The move recognised the issues faced by so many who found lockdown almost impossible without any interaction whatsoever. But it’s also a potential target for further lockdown measures as the government seeks to reduce interaction as much as it possibly can.

6 – Non-Essential Click & Collects

Curiously the Scottish government has decided to ban all non-essential click and collect services. The announcement will see any business offering click and collect forced to stop altogether unless it’s deemed ‘essential’.

Meanwhile Scottish First Minister Nicola Sturgeon has told essential click and collects, which presumably means supermarkets, chemists and the like, that timings given to customers must be staggered.

The aim here must be to reduce queuing outside shops, where interaction between queue-ers could cause the virus to be passed round.

7 – Back To Two Metres?

Originally Britain had the furthest social distancing measure in the world, set at two metres or about six feet. However, this was relaxed to ‘one metre plus’ by Boris Johnson after the first lockdown.

Ostensibly the new (albeit slightly vague!) measurement was put in place to help hospitality which simply could not function with two metres social distancing. However, this could be back on the agenda and the effect will likely have less ill effect, given all the restaurants are shut anyway!

However, shops will be forced to reduce capacity, and the resulting queues outside may again be fertile breeding grounds for the virus.

8 – No Entry To Takeaways

Currently you can enter a chip shop or coffee shop to order and collect your chips. Or coffee. Not in Scotland, any more, as the government there has banned the public from entering takeaway venues to collect their orders.

Which might be an option for Westminster as they seek to reduce social interaction. Though like so many other items on this list, it’s unclear if this really is having any real effect on the circulation of coronavirus…

9 – Banning Alcohol Outside

The government has already banned consuming alcohol within the proximity of venues in order to stop crowds congregating outside pubs. But in Scotland the consumption of alcohol outside has been outlawed altogether.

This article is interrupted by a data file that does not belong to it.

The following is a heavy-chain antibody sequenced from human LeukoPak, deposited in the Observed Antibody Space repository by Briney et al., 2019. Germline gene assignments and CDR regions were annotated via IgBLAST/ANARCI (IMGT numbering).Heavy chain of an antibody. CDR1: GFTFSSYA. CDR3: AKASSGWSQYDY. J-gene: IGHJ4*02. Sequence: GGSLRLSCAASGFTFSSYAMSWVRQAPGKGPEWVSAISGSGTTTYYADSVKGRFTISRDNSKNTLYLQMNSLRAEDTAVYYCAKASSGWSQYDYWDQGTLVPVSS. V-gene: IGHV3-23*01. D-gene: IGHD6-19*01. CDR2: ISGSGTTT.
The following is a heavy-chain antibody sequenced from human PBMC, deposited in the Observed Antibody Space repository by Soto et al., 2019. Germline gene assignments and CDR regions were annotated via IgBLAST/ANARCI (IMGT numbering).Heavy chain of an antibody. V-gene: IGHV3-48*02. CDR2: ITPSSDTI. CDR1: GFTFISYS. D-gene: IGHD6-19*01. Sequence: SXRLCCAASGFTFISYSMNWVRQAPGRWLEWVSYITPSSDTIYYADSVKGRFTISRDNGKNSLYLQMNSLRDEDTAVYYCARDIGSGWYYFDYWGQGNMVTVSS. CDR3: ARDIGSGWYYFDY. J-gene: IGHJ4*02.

Presumably aimed at reducing social interaction because of alcohol’s inherently social nature, or perhaps an acknowledgement of the judgement impairing quality of drinking, this feels like an option a Tory government might shy away from. But who knows?

10 – Limiting Exercise To One Hour

Currently we’re allowed to exercise once a day. But there’s no real limit to how long that’s for and the rules are pretty unenforceable. And that’s a lot less restrictive than during Lockdown 1.

So an option for the government is to return to the time-limited version of exercise. There is a very clear uptick of people and traffic on the streets in Lockdown 2 compared to the first and this is something that may well be linked to the open-ended timings.

Of course, it’s not really the exercise that’s the problem, but the lounging on a park bench or similar bending of the rules, which this struggle to eliminate.

However, as the government mulls further action, it’s also notable that there is a little tiny chink of hope in the awful stats we’re seeing right now. While daily deaths continue to soar, infections appear to be down for the third day in a row and we’re not seeing the regular 50,000+ daily infections we were witnessing just days ago.

If this trend continues it suggests that while we might be in for a grim few weeks, the peak may pass and the death toll may slowly start to edge down and prove that the current restrictions are working. So there’s a chance that Boris will perhaps hold off locking down further and ‘see how it goes’. Which, if nothing else, means you’ve basically wasted the last five minutes you spent reading this article…